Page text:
According to a report from AARP Research, companies seeking to improve sales and connect with consumers should produce advertising campaigns that show people of all ages. Advertisers should show ads with age diversity especially if they want to target consumers ages 50-plus, who say they are eager to buy from brands that represent them, according to the results of a new AARP survey.
Mirror/Mirror: AARP 2019 Survey of Women's Reflections on Age, Beauty, and Media by Colette Thayer, Ph.D., and Angela Houghton, found that, overall, 69% of consumers ages 50 and older say media images are ageist, and 62% of consumers in the same group would consider switching to a brand they feel represents people their age. Among women ages 50 and older, this openness to switching brands based on representation jumps to 70%. However, the desire for age diversity in ads is not limited to the older population. Among adults ages 18 and older, more than 70% say they are more likely to buy from brands whose ads feature people who are a mix of ages.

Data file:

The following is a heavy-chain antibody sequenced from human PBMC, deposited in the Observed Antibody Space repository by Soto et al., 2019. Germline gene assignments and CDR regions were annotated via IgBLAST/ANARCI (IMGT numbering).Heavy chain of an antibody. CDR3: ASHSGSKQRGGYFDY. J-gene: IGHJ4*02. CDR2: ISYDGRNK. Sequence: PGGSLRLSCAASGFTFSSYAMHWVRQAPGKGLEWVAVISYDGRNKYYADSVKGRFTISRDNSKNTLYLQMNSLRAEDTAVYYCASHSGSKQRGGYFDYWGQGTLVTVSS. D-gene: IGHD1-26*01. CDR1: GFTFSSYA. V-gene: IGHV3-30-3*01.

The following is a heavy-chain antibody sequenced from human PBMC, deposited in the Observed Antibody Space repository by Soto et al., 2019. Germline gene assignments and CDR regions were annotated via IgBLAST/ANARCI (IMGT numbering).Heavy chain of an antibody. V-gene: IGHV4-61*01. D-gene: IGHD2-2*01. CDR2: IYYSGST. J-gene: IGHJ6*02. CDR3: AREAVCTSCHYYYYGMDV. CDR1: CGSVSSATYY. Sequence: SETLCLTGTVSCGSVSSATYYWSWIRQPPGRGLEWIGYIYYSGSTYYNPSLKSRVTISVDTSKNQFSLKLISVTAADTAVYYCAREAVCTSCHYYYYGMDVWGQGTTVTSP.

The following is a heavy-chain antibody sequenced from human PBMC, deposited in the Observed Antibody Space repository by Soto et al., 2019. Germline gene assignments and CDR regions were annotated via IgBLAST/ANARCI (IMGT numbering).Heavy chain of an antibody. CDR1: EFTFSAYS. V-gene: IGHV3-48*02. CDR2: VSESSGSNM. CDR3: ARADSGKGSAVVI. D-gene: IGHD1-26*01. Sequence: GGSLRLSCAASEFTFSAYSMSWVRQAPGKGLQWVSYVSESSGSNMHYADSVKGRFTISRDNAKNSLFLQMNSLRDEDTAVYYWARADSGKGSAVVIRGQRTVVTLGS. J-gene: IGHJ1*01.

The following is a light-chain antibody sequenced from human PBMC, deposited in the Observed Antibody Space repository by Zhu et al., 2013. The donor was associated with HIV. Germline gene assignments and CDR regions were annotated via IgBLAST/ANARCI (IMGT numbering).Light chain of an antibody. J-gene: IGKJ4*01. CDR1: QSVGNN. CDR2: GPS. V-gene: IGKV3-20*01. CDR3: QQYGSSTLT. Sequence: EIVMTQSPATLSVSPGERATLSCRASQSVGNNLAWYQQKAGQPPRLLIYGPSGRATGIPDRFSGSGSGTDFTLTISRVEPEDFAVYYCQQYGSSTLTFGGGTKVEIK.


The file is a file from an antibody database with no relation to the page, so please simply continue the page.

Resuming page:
On average, women use six beauty and personal grooming products each day, devote at least 30 minutes per day to their beauty and personal grooming regimen, and spend $40 per month on beauty and personal grooming products.
SOME KEY TAKEAWAYS:
- Intrinsic definitions of beauty trump extrinsic definitions — and get even more prominent as women age.
- Women make a significant investment of time and money in beauty.
- Yet, as women age, they have unmet beauty needs.
- In fact, as women age, they are more likely to feel the beauty industry treats them as an afterthought, and they are less likely to see themselves represented in media.
- Across generations, women would like ads to have more age diversity and more authentic images. • Women reward brands that promote real inclusion — including age.
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Originally posted on Modern Salon